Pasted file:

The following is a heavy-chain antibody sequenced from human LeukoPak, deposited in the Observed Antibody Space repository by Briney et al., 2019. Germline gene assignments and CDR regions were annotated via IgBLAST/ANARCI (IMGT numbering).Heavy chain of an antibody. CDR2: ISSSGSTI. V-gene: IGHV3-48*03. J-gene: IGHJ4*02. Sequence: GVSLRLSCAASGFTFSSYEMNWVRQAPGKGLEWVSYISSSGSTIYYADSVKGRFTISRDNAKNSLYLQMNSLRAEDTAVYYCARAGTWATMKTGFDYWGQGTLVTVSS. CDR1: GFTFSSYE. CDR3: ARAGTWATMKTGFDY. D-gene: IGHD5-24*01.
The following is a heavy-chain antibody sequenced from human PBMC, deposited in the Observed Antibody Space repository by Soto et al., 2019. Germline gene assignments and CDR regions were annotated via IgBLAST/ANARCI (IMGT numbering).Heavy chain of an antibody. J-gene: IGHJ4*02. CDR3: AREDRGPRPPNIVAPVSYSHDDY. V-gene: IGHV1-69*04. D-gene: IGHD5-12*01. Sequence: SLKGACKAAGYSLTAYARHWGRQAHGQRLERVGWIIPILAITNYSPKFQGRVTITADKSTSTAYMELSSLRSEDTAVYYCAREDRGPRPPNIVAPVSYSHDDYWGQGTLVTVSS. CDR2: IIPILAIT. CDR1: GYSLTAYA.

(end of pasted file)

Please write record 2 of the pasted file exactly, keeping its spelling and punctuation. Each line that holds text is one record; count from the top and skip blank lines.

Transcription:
The following is a heavy-chain antibody sequenced from human PBMC, deposited in the Observed Antibody Space repository by Soto et al., 2019. Germline gene assignments and CDR regions were annotated via IgBLAST/ANARCI (IMGT numbering).Heavy chain of an antibody. J-gene: IGHJ4*02. CDR3: AREDRGPRPPNIVAPVSYSHDDY. V-gene: IGHV1-69*04. D-gene: IGHD5-12*01. Sequence: SLKGACKAAGYSLTAYARHWGRQAHGQRLERVGWIIPILAITNYSPKFQGRVTITADKSTSTAYMELSSLRSEDTAVYYCAREDRGPRPPNIVAPVSYSHDDYWGQGTLVTVSS. CDR2: IIPILAIT. CDR1: GYSLTAYA.